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Subject: Re: Opinions on 96 Blazer and Bravada wanted
From: (John W. Schaefer)
Date: Jan 23 1996

In article <4dnlfh$>, says...

>...GM's idiotic decision to release a redesigned vehicle
>without adding dual airbags...
>The Chevy and the Jimmy are the same except for trim/options
>differences.  The Bravada is the same except for drivetrain and...

>They are all nice looking vehicles, but I decided it does'nt matter
>how good they look if you're not around to look at them.  I'm buying a
>Ford Explorer for the safety of my family, they rate much better in
>the crash tests.

	Sometimes corporate market planning screws up. I reckon GM regrets 
the Blazer/Jimmy/Bravada airbag decision big-time, especially in light of the 
recent go-ahead on a suit against Ford for crash injuries suffered in a 
vehicle that was made before any air bags were mandated. The extension to 
injuries suffered by passengers now is obvious. But life is full of mistakes.

	Personally, I reckon that I have quite a bit of control over whether 
I hit anything, or anything hits me, via the front of my Jimmy. I have much 
less control over being T-boned, so that's where I would especially value 
extra protection provided by the vehicle, but no production SUV yet offers 
side impact airbags.

	With regard to that personal control over front impacts, I wanted 
very much to buy an Explorer, early in my search. An uncle of mine is a 
retired Ford corporate vice-president, and I could have gotten a deal. But 
the extraordinarily low front and rear lateral suspension resonance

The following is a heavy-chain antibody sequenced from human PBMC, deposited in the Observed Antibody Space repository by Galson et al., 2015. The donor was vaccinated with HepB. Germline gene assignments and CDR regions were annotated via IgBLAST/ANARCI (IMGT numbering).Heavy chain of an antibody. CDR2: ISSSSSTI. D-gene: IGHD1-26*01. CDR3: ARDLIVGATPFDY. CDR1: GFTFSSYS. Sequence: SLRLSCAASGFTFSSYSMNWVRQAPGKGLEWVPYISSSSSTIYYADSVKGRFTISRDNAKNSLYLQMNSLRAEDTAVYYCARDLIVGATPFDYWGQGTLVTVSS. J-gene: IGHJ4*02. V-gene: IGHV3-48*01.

frequencies made me decide otherwise. Under impulse excitation--sudden 
steering input while at speed, such as an emergency evasive manuever--the 
Explorer takes at least twice as long as do the Blazer/Jimmy/Bravada to load 
up the suspension and begin to apply lateral force to the suspended body 
mass, meaning that the peak lateral speed differential between the 
contact patches and body mass will be much greater, meaning a whole lot more 
peak lifting force on the inside wheels. Skids start with peak lifting force, 
not average force, because sliding contact-patch friction is so much less 
stable than static or creeping friction.

	In idealized skidpad testing with gradual loading, the body lean 
angles and maximum turning G forces may be comparable, but real life 
emergency evasive driving always requires quick turns that create impulsive, 
not gradual loading. Even cone courses are unrealistic when driven by 
experts, because they intuitively compensate for the suspension windup by 
applying the steering excitation shifted forward in time from the desired 
result. Normal drivers don't have that skill, and besides the basic 
nature of on-the-road emergency driving is that you can't anticipate 
it--if you could, you'd get out of the way a lot sooner and more 

	The evasive behavior of the Explorers I drove reminded me of a 1965 
Buick convertible my parents once owned, or maybe of an old shallow-V 
Chriscraft inboard. I feel much safer in that regard in my Jimmy. 

	Vehicle safety is complicated. You have to choose what parameters you 
want to optimize; some vehicles are better at some things, others at other 
                                           John Schaefer

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